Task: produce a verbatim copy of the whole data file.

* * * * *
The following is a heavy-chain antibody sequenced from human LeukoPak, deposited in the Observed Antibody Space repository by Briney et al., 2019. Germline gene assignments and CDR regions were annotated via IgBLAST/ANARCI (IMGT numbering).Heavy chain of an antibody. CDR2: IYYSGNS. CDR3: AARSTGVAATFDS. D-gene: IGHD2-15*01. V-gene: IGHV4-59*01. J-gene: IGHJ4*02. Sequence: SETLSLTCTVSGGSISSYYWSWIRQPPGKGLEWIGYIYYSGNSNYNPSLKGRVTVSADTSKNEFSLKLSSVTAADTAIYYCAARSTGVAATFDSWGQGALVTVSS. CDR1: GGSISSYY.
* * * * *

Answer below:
The following is a heavy-chain antibody sequenced from human LeukoPak, deposited in the Observed Antibody Space repository by Briney et al., 2019. Germline gene assignments and CDR regions were annotated via IgBLAST/ANARCI (IMGT numbering).Heavy chain of an antibody. CDR2: IYYSGNS. CDR3: AARSTGVAATFDS. D-gene: IGHD2-15*01. V-gene: IGHV4-59*01. J-gene: IGHJ4*02. Sequence: SETLSLTCTVSGGSISSYYWSWIRQPPGKGLEWIGYIYYSGNSNYNPSLKGRVTVSADTSKNEFSLKLSSVTAADTAIYYCAARSTGVAATFDSWGQGALVTVSS. CDR1: GGSISSYY.